The story that you Jellicoe are referring to, is "Missing in action" by Dan Abnett, found from the Eisenhorn omnibus. A really, really nice story by the way. Quite central for the story's plot is that guardsmen had returned to their homes when the war ended - and I think that is sensible too.

From the Eisenhorn omnibus, pg 263 one can find for example the following sentence: ”The guards of the 9th Sameter infantry had come home thirteen years before, …” (In the story the veterans were in their 40's)

I am an old IG player, so I also can recall the "Guardsmen never retire" thingy from the fluff. I myself have always find that a little dumb imho. A regiment garrisons a quiet sector? After a while you have a regiment full of eighty year old guardsmen still listed as a line regiment because they never retire...

Brother_Chaplian Raimo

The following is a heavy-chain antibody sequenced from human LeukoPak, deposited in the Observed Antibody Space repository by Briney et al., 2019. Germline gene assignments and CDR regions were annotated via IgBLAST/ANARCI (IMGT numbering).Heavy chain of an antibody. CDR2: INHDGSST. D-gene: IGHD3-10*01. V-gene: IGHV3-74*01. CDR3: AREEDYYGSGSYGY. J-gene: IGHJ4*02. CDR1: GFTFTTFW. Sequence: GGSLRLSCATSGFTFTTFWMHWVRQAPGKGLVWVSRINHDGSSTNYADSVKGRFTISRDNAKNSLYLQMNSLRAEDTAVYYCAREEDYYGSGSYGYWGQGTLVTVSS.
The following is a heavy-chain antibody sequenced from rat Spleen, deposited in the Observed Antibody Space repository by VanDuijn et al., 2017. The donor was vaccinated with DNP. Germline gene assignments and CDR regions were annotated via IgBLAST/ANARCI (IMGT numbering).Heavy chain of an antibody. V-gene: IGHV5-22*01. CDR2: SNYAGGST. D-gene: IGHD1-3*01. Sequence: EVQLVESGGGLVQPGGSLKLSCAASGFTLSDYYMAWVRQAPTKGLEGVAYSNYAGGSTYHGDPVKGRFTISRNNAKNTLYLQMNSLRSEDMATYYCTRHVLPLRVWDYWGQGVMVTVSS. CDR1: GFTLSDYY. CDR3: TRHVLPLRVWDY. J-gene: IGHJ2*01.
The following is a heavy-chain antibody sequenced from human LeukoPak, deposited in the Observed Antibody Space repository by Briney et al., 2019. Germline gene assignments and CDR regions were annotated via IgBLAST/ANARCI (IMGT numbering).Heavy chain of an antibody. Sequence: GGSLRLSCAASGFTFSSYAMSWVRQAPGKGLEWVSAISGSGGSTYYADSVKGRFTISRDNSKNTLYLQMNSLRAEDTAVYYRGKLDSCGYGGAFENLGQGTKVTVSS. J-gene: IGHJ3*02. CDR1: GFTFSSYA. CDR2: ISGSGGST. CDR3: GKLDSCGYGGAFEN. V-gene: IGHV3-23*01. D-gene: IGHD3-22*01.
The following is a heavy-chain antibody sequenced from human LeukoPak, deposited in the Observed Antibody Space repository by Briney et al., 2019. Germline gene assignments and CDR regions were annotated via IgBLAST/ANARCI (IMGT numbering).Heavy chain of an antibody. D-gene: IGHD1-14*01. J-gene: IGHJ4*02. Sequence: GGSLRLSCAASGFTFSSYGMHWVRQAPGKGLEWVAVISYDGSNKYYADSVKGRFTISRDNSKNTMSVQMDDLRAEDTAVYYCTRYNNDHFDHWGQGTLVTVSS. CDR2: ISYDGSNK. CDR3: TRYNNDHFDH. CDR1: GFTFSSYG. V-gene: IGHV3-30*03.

09-01-2009, 22:51
Many people thinking something doesn't make it true in the least. A lot of people could hypothetically claim to have remembered or read somewhere sometime that the world is flat but that doesn't make it true.

Would a court or reasonable individual accept as proof of a point someone's statement "I think I might have heard or read somewhere that the person did this but I can't give you a source"? Answer: No


If it's not straight from the mouth of Jervis, God forbid we even think it, then. Remember, kids- cannon = official, and official = true!

CELS
09-01-2009, 23:25